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Locating Runtime Errors
Oracle Tips by Burleson
 

Locating a runtime error in a complex piece of code (or one that runs through several pieces of code) is a time-consuming and grueling task. There are two basic ways of isolating a runtime error inside a block of code:

  • Ignoring exceptions—allowing errors to rise to the highest level, and debugging based on line number and error text.

  • Using a tracepoint variable to keep track of the object’s execution.

Each of these methods is discussed in detail in the following sections. Keep in mind that each of these methods is an extreme approach and that these approaches can be blended to best suit your programming style.

Ignoring Exceptions

The basic idea of this approach is that the line and position values returned by Oracle are the most effective method of isolating a problem. Consequently, the developer ignores the use of exception handlers and expects each exception to be raised to the highest possible level.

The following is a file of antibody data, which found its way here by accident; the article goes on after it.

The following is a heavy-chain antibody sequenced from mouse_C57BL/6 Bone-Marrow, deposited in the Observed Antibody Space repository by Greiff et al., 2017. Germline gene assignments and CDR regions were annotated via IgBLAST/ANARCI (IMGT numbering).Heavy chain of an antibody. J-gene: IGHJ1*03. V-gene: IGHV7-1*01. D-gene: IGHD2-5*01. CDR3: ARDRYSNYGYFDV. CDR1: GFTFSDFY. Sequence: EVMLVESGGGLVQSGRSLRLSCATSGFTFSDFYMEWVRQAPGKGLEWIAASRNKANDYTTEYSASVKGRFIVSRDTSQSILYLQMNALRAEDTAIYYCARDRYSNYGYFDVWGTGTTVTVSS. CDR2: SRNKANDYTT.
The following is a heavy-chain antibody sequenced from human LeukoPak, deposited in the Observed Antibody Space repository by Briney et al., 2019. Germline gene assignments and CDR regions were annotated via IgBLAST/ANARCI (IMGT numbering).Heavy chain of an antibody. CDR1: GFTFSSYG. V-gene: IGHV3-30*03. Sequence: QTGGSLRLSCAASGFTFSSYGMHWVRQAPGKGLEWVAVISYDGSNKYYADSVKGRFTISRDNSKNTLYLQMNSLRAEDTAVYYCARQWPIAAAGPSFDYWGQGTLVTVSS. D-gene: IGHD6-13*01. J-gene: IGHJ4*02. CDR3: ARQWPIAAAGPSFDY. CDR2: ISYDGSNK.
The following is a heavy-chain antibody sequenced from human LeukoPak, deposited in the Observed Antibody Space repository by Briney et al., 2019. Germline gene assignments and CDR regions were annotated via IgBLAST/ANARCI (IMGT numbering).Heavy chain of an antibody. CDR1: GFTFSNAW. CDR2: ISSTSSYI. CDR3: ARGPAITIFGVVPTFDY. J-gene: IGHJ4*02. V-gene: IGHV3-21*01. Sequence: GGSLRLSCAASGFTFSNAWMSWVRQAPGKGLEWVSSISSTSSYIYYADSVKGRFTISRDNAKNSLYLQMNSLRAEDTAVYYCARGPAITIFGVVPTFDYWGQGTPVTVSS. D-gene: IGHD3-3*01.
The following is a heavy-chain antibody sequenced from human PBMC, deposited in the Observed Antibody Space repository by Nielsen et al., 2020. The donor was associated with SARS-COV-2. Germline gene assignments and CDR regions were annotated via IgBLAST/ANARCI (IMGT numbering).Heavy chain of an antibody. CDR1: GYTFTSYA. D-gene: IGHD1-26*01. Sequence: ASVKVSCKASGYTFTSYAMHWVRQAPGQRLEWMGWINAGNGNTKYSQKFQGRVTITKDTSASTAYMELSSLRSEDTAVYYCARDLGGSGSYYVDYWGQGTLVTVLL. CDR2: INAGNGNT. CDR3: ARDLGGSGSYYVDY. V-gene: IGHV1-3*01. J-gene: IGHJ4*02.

One significant effect of this approach is that operations are always interrupted if an error occurs while executing a stored PL/SQL object. This error is raised to the highest possible level. Unfortunately, this makes for a very hostile environment for users because every error that occurs interrupts and potentially destroys work.

When an error occurs, the developer collects the error text from the user and begins stepping through the object by hand. The developer must figure out what parameter values were passed to the object and then execute the code to reproduce and isolate the error.

 
               
This is an excerpt from the book "High Performance Oracle Database Automation" by Jonathan Ingram and Donald K. Burleson, Series Editor.

  
 

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